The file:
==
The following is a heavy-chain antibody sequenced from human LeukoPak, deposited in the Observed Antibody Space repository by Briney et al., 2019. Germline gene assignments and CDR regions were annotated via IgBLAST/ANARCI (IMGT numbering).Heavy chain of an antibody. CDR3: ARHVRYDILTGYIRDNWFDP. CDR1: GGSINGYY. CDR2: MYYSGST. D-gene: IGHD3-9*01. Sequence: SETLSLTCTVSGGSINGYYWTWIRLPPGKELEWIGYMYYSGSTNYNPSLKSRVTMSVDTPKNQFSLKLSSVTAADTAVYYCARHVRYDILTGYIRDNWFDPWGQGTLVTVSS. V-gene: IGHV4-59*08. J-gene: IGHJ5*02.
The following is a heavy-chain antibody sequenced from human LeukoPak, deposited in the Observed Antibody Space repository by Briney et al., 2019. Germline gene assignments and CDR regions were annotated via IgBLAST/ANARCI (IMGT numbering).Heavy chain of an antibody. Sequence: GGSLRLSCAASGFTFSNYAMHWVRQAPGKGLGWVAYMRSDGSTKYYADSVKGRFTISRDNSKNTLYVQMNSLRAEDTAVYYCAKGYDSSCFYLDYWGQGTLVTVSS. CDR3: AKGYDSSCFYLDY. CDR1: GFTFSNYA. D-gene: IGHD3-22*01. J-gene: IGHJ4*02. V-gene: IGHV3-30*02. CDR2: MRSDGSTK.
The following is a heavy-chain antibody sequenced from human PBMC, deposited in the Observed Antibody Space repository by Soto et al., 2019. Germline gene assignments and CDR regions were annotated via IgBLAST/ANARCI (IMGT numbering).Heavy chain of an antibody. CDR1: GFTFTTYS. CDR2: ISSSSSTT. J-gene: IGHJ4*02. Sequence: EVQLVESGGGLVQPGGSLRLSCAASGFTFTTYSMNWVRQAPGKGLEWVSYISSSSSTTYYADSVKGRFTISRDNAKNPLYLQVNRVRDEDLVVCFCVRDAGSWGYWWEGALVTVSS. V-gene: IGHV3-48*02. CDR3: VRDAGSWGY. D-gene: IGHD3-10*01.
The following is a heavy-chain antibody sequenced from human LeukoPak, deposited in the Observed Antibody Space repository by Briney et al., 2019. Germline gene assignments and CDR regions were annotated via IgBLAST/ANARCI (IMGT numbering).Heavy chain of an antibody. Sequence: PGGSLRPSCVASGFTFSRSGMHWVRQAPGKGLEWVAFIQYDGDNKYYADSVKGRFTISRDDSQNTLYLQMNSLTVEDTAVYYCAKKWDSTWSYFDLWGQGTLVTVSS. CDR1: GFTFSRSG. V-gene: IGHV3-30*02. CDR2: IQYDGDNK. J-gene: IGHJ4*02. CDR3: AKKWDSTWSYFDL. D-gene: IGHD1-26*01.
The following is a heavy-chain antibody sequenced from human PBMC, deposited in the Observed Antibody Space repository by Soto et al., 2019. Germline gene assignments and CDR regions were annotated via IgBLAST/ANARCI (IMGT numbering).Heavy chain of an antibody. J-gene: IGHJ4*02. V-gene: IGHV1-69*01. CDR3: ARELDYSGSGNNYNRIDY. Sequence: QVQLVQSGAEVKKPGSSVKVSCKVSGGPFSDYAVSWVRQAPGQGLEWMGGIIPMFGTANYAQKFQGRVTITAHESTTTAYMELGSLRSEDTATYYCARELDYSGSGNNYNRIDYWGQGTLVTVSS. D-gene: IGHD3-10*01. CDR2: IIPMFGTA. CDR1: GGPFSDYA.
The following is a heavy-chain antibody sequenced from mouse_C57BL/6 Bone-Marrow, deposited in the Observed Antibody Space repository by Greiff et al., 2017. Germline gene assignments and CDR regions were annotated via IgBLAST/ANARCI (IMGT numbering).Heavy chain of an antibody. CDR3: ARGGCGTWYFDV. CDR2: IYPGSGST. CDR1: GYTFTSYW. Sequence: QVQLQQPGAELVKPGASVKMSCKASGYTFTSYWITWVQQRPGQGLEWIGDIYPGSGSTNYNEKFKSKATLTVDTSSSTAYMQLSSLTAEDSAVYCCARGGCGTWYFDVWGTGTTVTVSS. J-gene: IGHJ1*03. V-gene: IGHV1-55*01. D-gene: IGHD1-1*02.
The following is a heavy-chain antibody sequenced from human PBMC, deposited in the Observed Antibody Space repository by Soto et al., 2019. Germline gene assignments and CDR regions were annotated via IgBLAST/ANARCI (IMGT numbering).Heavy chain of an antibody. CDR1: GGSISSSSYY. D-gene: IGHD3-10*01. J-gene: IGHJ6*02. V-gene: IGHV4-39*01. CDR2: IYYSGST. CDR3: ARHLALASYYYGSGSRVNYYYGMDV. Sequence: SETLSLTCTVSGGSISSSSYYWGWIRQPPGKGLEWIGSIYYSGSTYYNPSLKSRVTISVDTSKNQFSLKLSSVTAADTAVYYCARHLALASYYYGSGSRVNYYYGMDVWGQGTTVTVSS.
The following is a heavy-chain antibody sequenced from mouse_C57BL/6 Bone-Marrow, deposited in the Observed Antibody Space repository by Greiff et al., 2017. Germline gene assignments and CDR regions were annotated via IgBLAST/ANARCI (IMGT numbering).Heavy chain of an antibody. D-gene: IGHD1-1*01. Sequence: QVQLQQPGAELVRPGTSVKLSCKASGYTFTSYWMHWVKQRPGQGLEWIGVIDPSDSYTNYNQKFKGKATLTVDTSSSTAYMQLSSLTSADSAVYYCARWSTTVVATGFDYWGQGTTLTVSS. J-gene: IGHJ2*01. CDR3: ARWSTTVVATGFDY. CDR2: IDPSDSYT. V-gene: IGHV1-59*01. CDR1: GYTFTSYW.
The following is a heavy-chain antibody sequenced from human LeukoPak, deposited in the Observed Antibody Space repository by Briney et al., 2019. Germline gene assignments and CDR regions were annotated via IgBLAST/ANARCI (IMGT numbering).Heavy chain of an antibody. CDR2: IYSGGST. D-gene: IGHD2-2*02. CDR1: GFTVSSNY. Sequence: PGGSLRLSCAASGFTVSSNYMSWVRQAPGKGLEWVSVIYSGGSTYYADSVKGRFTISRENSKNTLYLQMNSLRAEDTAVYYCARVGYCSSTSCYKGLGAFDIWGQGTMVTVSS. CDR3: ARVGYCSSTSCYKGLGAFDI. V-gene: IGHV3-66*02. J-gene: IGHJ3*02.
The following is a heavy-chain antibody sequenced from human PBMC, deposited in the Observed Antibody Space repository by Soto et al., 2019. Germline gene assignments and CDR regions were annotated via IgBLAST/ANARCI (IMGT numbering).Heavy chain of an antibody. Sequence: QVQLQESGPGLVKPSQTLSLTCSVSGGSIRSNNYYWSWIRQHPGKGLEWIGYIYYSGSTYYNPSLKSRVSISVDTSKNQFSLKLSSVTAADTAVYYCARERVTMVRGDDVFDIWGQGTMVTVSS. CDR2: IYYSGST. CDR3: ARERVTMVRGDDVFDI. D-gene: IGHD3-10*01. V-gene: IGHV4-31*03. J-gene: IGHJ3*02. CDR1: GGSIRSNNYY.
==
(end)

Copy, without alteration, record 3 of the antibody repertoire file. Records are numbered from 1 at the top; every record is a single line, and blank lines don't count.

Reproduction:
The following is a heavy-chain antibody sequenced from human PBMC, deposited in the Observed Antibody Space repository by Soto et al., 2019. Germline gene assignments and CDR regions were annotated via IgBLAST/ANARCI (IMGT numbering).Heavy chain of an antibody. CDR1: GFTFTTYS. CDR2: ISSSSSTT. J-gene: IGHJ4*02. Sequence: EVQLVESGGGLVQPGGSLRLSCAASGFTFTTYSMNWVRQAPGKGLEWVSYISSSSSTTYYADSVKGRFTISRDNAKNPLYLQVNRVRDEDLVVCFCVRDAGSWGYWWEGALVTVSS. V-gene: IGHV3-48*02. CDR3: VRDAGSWGY. D-gene: IGHD3-10*01.